Looking for a new tablet this Christmas? Then you're in luck. We've rounded up six of the best Android toting slates worth your cash right here.
The tablet world moves slower than smartphones, so buying a tablet now is a safe bet. It won't feel horribly out of date in a year's time, or even two of three years time.
As ever, there's plenty of choice and we review dozens of tablets every year. Our round-up only features six models, though, so you can be confident these really are the very best of the best.
Watch: Trusted Explains – Tablets vs Laptops: Which is best for you?
Whether you want a cheap tablet for your children, or something to help you get stuff done, there's something for everyone.
Use the drop down above to start browsing the guide, or read on for more tablet buying advice. And, if you're an Android fan, you might be interested in our pick of the best Android apps too, which is updated with a new app every week.
Nvidia Shield Tablet K1 at Amazon.co.uk | Was £200 | Now £152
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Nvidia Shield Tablet K1 at Amazon.com | Was $300 | Now $199
There’s a massive difference in price between the cheapest and most expensive tablets on the market. While you can now buy models for less than £100, some will set you back as much as £1,000. Generally speaking, smaller tablets around the 7-inch mark are cheap, while 10-inchers and above are significantly costlier.
Unless you plan on using your tablet for work purposes, you have little reason to spend more than £300. Some high-end Android tablets cost a tad more than this, but they’re often endowed with an exceptional feature, such as a super-sharp screen or a stylus.
Pricier tablets have better screens and designed features like built-in stands
Lots of tablets available for between £100 and £300 are good enough for watching TV and movies, reading, gaming and browsing the web, which are the key capabilities most consumers look out for. Within this bracket, price is determined by screen size, which we’ll discuss in more depth further down the page.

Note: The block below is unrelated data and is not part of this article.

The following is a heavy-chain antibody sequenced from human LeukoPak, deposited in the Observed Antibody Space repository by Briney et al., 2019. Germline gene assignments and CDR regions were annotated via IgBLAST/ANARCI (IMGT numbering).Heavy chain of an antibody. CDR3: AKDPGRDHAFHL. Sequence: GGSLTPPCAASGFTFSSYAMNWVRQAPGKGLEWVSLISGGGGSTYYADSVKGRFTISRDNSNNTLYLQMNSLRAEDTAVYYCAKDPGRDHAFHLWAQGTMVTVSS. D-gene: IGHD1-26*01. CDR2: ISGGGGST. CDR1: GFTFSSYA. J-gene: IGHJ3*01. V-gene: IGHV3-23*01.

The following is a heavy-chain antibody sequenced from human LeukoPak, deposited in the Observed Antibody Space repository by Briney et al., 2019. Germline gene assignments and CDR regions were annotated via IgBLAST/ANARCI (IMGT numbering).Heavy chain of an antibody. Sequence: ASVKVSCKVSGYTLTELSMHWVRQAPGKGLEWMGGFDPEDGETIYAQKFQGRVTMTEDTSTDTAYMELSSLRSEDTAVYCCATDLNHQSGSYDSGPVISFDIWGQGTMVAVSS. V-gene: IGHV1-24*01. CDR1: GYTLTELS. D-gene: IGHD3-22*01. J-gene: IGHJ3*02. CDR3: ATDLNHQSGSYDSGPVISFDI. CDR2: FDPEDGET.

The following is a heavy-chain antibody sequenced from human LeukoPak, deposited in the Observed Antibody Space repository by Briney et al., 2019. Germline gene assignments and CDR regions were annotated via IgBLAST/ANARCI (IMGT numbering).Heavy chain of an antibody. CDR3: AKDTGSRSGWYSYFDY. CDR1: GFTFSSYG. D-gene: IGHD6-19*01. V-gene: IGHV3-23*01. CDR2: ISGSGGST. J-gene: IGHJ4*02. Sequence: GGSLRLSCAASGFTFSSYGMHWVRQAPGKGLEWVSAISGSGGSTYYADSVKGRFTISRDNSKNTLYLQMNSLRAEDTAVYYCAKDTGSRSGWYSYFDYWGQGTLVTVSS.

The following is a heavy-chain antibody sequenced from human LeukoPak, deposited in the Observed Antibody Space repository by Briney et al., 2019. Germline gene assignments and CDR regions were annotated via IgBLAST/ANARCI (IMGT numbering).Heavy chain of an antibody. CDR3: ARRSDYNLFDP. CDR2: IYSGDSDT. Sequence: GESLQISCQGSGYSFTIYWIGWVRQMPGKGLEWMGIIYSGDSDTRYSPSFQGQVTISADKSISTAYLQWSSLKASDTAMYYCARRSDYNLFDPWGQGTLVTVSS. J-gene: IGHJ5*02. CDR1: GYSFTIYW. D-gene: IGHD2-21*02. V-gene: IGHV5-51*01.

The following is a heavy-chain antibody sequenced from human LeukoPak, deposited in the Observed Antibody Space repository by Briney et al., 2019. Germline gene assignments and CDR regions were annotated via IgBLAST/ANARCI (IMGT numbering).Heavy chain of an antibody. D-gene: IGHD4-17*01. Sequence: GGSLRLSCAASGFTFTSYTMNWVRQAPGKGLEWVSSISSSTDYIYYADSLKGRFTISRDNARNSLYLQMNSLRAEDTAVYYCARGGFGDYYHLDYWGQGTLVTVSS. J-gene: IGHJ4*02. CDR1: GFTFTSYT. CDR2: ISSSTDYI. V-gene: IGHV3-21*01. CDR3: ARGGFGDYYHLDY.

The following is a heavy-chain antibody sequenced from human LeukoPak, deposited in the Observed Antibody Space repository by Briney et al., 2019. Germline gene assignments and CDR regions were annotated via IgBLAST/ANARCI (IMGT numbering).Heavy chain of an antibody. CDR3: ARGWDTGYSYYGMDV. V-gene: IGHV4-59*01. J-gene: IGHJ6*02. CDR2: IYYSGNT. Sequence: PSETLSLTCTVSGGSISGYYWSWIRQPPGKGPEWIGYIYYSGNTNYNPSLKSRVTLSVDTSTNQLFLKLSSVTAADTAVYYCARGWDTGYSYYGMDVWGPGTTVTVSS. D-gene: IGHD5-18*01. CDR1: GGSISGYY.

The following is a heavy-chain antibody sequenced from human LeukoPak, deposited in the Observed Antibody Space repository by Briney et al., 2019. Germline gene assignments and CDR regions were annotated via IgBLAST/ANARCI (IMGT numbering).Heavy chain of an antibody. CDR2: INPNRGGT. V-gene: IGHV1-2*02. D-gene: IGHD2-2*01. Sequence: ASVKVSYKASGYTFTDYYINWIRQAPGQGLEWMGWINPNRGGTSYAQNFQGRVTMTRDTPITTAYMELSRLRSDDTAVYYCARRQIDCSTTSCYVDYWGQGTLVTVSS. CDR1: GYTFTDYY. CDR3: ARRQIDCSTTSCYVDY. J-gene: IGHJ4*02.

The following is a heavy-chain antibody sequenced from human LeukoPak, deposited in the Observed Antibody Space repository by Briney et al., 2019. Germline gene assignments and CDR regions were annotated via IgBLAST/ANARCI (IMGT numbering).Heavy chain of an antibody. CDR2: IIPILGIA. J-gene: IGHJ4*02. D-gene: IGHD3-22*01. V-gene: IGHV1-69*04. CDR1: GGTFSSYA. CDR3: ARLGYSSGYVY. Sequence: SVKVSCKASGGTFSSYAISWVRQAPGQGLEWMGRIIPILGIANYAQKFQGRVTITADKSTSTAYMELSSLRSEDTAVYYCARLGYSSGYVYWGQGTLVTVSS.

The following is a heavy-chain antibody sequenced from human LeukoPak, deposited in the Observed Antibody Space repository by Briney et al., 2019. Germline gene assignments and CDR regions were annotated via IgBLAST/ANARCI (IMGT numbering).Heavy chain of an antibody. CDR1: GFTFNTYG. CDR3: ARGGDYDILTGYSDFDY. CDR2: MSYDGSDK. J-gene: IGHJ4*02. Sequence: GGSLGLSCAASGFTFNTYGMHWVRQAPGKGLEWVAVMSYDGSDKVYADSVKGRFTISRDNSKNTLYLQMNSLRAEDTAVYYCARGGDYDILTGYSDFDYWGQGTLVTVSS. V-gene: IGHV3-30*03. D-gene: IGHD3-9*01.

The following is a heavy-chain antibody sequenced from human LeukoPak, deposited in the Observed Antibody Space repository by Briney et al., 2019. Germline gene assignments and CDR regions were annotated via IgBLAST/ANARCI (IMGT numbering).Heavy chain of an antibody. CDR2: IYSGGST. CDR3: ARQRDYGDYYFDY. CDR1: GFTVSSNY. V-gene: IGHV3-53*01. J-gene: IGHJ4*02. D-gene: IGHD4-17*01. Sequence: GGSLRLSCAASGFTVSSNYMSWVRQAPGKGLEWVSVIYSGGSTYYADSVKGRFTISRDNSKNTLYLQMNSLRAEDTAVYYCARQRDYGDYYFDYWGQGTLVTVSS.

However, be wary of ‘bargains’. If you find something retailing for far less than its product description suggests it should, do your research. The £99.99 Argos MyTablet and £149.99 Aldi Medion Lifetab S10346 are classic examples of this, and scored 3/10 and 4/10, respectively. That says it all.
Size is a very important factor when it comes to deciding which Android tablet to buy. Yes, small translates as cheap and large translates as not-so-cheap, but there’s a little more to it than that.
The primary advantages of 7-inch tablets are affordability and portability. They weigh and cost a lot less than larger tablets, but are still more than generous in terms of screen quality, performance and battery life. They’re also a family-friendly choice, since even the smallest hands can get to grips with them. This makes them perfect for using on the go, whether that’s for reading eBooks on a train or taking pictures on a sunny beach.
7-inch tablets aren’t so great for watching movies or browsing the web, however, due to the screen size and the tendency for them to feature quite weak, tinny speakers. You’ll also struggle to get the most out of them for work purposes, because they’re uncomfortable to use in this manner for long periods, even if you buy a keyboard dock.
Like smartphones, tablets seem to be growing bigger, and it’s now possible to find models up to 13 inches in size. That’s a fair bit of heft, and means that large tablets are a lot heavier and trickier to handle than 7 inchers.
However, what you lose in portability you gain in several other areas. Displays and speakers tend to be far superior, making these great for watching movies or listening to music on. They’re also terrific for reading the news, though they’re a little too cumbersome for using on a packed commuter train.
Consider what you want to do before choosing what size tablet you want
Crucially, plenty of 10-inch Android tablets now come with keyboard docks, which transform them into productivity devices. However, this comes at a price, which 10-inchers and above usually costing over twice as much as 7-inchers.
8-inch tablets sit on the pleasant middle-ground. They're better for browsing the web, reading eBooks and watching movies than 7-inch tablets, yet they’re far easier to use on the go than 10-inch tablets.
However, they're also a fair bit more expensive than some of the best 7-inch Android tablets on the market. Still, this hasn’t stopped them from becoming the most popular tablet size amongst consumers.